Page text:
The First of September is the official beginning of fall, at least, as far as meteorologists are concerned, and the vegetation at Mammoth Lakes has received the memo.

Photos shared by Mammoth Lakes Tourism showed leaves beginning to turn yellow in a preview of what’s to come.

Convict Lake, one of the popular destinations for Mammoth Lakes visitors, already has some yellow on the tops of trees and a few fallen leaves scattered on the ground. Rabbitbrush, shrubs that dot the landscape, are also starting to shift toward fall colors.

Blake Engelhardt, a botanist for the United States Forest Service, said he’s optimistic that the lingering snowpack and moist soils from spring rains could translate into vibrant fall colors.

During the summer growing season, leaves are actively producing chlorophyll, which gives them their green color, Engelhardt said. When the seasons shift to fall and days get shorter, things begin to change.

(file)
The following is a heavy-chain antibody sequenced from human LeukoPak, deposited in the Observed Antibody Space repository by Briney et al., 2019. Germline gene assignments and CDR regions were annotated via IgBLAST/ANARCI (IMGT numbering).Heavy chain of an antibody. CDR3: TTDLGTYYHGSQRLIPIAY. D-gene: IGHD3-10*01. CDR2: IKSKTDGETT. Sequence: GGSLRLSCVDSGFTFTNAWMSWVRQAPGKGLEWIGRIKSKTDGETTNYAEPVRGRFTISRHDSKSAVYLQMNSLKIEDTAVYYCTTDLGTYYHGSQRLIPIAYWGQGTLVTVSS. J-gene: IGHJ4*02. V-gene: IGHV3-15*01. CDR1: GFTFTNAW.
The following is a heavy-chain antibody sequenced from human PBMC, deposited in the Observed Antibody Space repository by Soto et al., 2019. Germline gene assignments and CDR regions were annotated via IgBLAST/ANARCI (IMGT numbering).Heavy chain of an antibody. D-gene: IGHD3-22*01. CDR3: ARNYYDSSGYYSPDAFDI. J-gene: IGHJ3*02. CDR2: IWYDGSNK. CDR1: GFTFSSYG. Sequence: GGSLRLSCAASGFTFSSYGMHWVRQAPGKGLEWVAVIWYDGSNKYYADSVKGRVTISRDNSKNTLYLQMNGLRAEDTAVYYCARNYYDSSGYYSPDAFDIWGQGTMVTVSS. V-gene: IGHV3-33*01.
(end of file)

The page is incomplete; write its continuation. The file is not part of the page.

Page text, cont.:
“Longer nights trigger the formation of the abscission layer. This is essentially a thickened layer of cells at the base of the leaf where it attaches to the stem that blocks the transport of water and sugar into the leaf,” Engelhardt said. “Thin deciduous leaves won’t survive the freezing temperatures of winter, so there’s no reason to keep feeding them.”

  • Photo shows several leaves that fell shortly after turning yellow at Convict Lake near Mammoth, California in September 2023. (Samantha Lindberg, Mammoth Lakes Tourism)

Once leaves stop producing chlorophyll, the green quickly disappears and the leaves’ other pigments become visible, including the famous yellows, reds and purples we associate with fall.

If the spring and summer growing season is particularly dry, that abscission layer can form sooner and the leaves may turn earlier or fall from trees before they have a chance to create a “a very brilliant display,” Engelhardt said.

Because California had a wet growing season, we might be in store for one of those brilliant displays of fall colors. But the Forest Service botanist stresses that foliage seasons can be hard to predict in terms of length, because “unexpected frosts can cause leaves to drop quickly.”

If you’re looking to find a vibrant display of autumn’s colors, Mammoth Lakes is a great place to do so. The official tourism site for Mammoth Lakes has a guide of when and where to find the fall colors.

If that’s too far out of the way, the California Department of Parks and Recreation also has a list of state parks where the changing leaves will be on full display.